The brown patches look a little yellow in the pictures, but they are browner in real life....
View attachment 1194468 View attachment 1194469

View attachment 1194470 View attachment 1194471

View attachment 1194472 View attachment 1194473

These aren't pollen sacs are they??
View attachment 1194474
I think your instinct that your lights are too close or intensity too high is correct.
Hi all,
Growing a few plants in coco coir, feeding Canna nutes (in week 4.. feeding per 10 litre: 45ml A+B, 25ml Cannazyme, 15ml pk 13/14, 40ml Boost accel, and adding a little TNC Bactorr s13). Temps with lights on 25°c, lights off 20°c. Humidity around 45-55%. Had some browning on leaves and wanted a second opinion on cause. I think it may be light burn.

I'm feeding every other day, each plant is taking about 3 litres. In week 4 of flowering so using pk 13/14. Previously had what I think was potassium deficiency (brown leaf edges and some yellowing) so I started adding a small amount (.3ml per litre) of pk 13/14 in week 2, that seems to have gone away. Also had what seemed to be either nitrogen or manganese deficiency.. lower leaves were yellowing and turning brown. I've been pHing water to around 6.0-6.2, however I checked run off and it came out around 6.3, I read plants take up manganese at slightly lower pH, so lowered to around 5.6 for last few feeds, that seems to have helped, can't see any more leaves turning yellow.

However I've now noticed the brown patches on some top fan leaves. A couple of leaves at first, then a few more, and now even more. It appears to be spreading. Light is a 300w Lumatek Attis led, approx 350mm from plants. Was at 100%, turned down to 80% but problem still getting worse. Think it's too close to the plants. I can raise it, but only by 50mm or so. Is this a light problem and if so whats best course of action? Lower to 60%? I'm worried buds and leaves on plants edges won't then get enough light.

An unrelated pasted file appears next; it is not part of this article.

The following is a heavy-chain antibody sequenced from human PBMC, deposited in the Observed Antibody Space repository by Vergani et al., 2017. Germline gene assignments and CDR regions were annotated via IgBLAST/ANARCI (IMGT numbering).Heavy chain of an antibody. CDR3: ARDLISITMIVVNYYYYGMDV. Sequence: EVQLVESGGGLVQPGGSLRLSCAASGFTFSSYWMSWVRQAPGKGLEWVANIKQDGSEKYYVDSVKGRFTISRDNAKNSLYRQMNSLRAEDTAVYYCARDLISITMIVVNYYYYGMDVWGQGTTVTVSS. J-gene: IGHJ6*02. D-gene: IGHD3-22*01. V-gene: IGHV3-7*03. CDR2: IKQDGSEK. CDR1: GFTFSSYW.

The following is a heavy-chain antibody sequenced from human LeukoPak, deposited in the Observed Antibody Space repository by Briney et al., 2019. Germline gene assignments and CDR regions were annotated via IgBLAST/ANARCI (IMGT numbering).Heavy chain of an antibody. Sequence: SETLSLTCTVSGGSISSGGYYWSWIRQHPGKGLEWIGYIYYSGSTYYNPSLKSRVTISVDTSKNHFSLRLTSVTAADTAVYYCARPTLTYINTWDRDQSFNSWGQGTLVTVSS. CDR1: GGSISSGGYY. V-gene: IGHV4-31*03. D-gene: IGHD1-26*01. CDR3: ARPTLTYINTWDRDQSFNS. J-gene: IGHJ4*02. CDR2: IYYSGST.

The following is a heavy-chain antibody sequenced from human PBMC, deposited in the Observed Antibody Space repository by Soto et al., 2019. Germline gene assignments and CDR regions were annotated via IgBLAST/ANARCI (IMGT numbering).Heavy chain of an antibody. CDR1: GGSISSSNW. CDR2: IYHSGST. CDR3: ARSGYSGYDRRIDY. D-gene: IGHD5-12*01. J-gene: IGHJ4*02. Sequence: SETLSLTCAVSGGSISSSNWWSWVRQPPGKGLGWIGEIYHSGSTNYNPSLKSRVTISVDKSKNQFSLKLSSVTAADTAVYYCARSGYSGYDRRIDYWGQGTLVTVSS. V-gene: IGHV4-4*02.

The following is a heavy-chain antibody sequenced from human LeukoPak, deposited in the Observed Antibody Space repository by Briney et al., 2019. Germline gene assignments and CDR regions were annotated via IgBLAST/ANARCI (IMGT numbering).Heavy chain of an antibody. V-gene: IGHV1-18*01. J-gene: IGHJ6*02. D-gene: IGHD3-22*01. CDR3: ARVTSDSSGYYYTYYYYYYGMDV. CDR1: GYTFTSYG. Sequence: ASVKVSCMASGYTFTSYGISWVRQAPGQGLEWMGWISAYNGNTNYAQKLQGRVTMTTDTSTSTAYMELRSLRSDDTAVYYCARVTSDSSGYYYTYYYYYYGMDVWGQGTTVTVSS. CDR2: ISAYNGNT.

Another thing, I could be wrong, but I'm sure buds have slowed development since I noticed this.

The brown patches look a little yellow in the pictures, but they are browner in real life....
View attachment 1194468 View attachment 1194469

View attachment 1194470 View attachment 1194471

View attachment 1194472 View attachment 1194473

These aren't pollen sacs are they??
View attachment 1194474
I think you were right about your light intensity being too high. I don’t think in metric so I had to convert it. 355 mm is 14 inches. I have a 240W ViparSpectra XS-2000 and I’ve learned the hard way to keep it at least 20 inches above my canopy!
 
GreenMtnGuru

GreenMtnGuru

341
93
Do not use water that has been run through a softener system.

Do not EVER let pots sit in their runoff.

Try to get your watering practices figured out so you can water those things like 3 times a day. Bring your ppm waaaay down.
 
ezenzyme

ezenzyme

489
93
Dexter for the win!! Thanks for taking the time to post real links that contain the information needed. Teach men to fish n all
You can figure all this out with a lil foot work and reading. Quick glance at dexters links gave me info that you seem to have missed.
You need the imput PPM and the out put PPM to figure what the Root Zone PPM is.
You need to change your water source. Yesterday.
You need Cal Mag in EVERY watering for your coco.
You can download apps that tell you your PAR and can take the guess work out of your lights mate.

And jeeezuzzzz thats a high PPM, thats above what i feed outdoors monsters in huge soil!!!

Green is right as well, sitting in runoff is a big no no, have your pots elevated in the runoff trays with drainage in the trays themselves. Your insane PPM needs reigned in, theres a tendency to want to do something more or give something more when there is issues and often that can cause more problems.